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Business Philosophy

Business philosophy or philosophy of business involves a formal, academic approaches to answering question such as "what is the purpose of business?" and, similarly, "what is the role of business and society." Business philosophy paints a big picture from theories about the nature of business and market participants themselves, such as contract theory and rational choice theory. It is closely related to business ethics, which looks at what is right and wrong in the affairs of a business, which will be different depending on one's perspective of the role of business in society. 

Capitalism: Capitalist markets use Adam's Smith's theories such as "the invisible hand" to underscore how profit seeking behavior on the part of individuals will lead to competition, productivity gains, better and more affordable products, and a resulting increase in quality of life for everyone. This notion, that free-markets would benefit society even without the benevolent intentions of market participants is still the main theory that underpins our free market economies today. 

Free Market/Utilitarianism: seen as the traditional entrepreneurial viewpoint that encourages industry, it derives from the thinking of the likes of Thomas Hobbes and John Locke. Utilitarianism sees society as a mechanical system/body and all parts can be 'utilised', moved, influenced, accordingly to produce an efficient economic and social system.

Rational Choice Theory: People want to maximize their utility, or the benefits that accrue to them. Often explained as people "want more not less than a good." Choices are based on rationality. For example, if you could by one apple for $1 or $2, you would buy the cheaper apple. Similarly, if two stocks have the same expected return, but one stock is more risky, you would prefer the less risky stock. People also adjust their choices when they receive new information. 

Property Rights: John Locke said that people have inaliable natural rights such as the right to own property. Property rights make capitalism possible, since business's and individuals can own the means of production and collect economic rent from this ownership.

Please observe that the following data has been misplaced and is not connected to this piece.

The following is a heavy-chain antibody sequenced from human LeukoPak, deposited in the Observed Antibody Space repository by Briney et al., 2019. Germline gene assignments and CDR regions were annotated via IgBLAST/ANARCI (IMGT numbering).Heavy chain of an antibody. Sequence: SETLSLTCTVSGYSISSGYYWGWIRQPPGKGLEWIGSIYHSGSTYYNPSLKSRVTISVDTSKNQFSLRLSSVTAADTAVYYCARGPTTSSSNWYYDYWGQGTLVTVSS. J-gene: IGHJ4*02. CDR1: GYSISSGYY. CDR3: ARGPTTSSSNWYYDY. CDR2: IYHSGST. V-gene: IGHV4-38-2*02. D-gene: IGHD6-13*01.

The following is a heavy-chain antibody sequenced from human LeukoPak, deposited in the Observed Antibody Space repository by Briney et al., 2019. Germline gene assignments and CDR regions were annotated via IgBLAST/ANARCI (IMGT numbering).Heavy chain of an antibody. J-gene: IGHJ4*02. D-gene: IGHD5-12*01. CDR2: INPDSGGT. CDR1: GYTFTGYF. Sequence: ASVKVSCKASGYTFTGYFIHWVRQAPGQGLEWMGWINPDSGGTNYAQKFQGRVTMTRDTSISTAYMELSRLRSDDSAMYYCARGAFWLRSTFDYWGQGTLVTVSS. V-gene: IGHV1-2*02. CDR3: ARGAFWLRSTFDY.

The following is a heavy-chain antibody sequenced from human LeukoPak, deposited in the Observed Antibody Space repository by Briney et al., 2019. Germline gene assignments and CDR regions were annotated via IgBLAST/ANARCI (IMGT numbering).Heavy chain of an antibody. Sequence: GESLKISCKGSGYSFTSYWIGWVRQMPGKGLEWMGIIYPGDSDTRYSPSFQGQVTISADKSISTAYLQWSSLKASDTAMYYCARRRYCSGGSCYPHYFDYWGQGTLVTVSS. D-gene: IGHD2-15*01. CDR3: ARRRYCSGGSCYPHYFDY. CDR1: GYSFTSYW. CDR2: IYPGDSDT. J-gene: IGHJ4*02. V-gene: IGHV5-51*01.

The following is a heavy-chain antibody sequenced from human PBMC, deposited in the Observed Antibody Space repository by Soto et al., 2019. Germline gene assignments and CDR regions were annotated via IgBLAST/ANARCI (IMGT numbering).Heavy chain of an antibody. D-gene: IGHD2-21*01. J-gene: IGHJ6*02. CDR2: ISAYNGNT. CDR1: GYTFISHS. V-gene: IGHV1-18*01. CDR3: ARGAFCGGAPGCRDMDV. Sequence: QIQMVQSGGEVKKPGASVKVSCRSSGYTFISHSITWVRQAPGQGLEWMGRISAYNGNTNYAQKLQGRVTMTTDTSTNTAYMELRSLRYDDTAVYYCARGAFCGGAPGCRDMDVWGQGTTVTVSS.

The Contract Theory: Basically, the business is seen as a community of participants organized around a common purpose. All participants with  a legitimate interest in the manner by which the business is conducted should have rights over the business's affairs. As a result, the business is seen as a sort of representative democracy that can correct itself when certain participants abuse or misuse their position at the detriment of others.

Since the 1980s, many have criticized the theories of the Chicago School of Economics. These theories place a heavy emphasis on free market economics with little intervention, and have been blamed for the financial crisis and growing income inequality in the United States. This ideology puts at the heart of business the "economic man" and emphasis the primacy of the interests of shareholders. The manager may have different interests than the shareholders, however. As a result, because of the agency theory, we know that the business manager must have her interests aligned with the shareholders through her executive compensation plan. This idea has led to ballooning executive compensation over the last 30 years. As well, this practice has suppressed legitimate interests in the affairs of the business held by other stakeholders. 

(In application, many "business philosophies" explain different ways of doing business that will allow for greater sales, lower employee turnover, lower costs or higher profitability. The philosophy of "Total Quality Management (TQM)" is a prominent example of a "way of doing business" being used as a "business philosophy." When we talk about business philosophy from an academic stand point, we are not talking about things like TQM.)

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